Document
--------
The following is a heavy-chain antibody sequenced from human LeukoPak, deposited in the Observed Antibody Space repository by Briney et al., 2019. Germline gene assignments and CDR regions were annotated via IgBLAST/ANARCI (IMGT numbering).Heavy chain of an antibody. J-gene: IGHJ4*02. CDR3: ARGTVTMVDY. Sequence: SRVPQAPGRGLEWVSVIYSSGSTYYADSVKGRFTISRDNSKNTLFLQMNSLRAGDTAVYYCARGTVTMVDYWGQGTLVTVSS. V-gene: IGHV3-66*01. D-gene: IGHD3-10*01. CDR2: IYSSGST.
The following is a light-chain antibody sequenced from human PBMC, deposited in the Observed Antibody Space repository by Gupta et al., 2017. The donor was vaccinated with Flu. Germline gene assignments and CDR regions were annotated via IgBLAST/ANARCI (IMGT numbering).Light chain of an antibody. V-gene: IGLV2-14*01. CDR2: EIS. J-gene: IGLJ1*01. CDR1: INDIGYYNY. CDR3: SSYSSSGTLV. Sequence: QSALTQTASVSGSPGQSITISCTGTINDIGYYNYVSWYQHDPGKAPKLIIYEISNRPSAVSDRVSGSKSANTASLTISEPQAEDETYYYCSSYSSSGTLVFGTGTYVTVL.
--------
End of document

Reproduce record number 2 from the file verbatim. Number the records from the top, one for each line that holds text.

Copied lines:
The following is a light-chain antibody sequenced from human PBMC, deposited in the Observed Antibody Space repository by Gupta et al., 2017. The donor was vaccinated with Flu. Germline gene assignments and CDR regions were annotated via IgBLAST/ANARCI (IMGT numbering).Light chain of an antibody. V-gene: IGLV2-14*01. CDR2: EIS. J-gene: IGLJ1*01. CDR1: INDIGYYNY. CDR3: SSYSSSGTLV. Sequence: QSALTQTASVSGSPGQSITISCTGTINDIGYYNYVSWYQHDPGKAPKLIIYEISNRPSAVSDRVSGSKSANTASLTISEPQAEDETYYYCSSYSSSGTLVFGTGTYVTVL.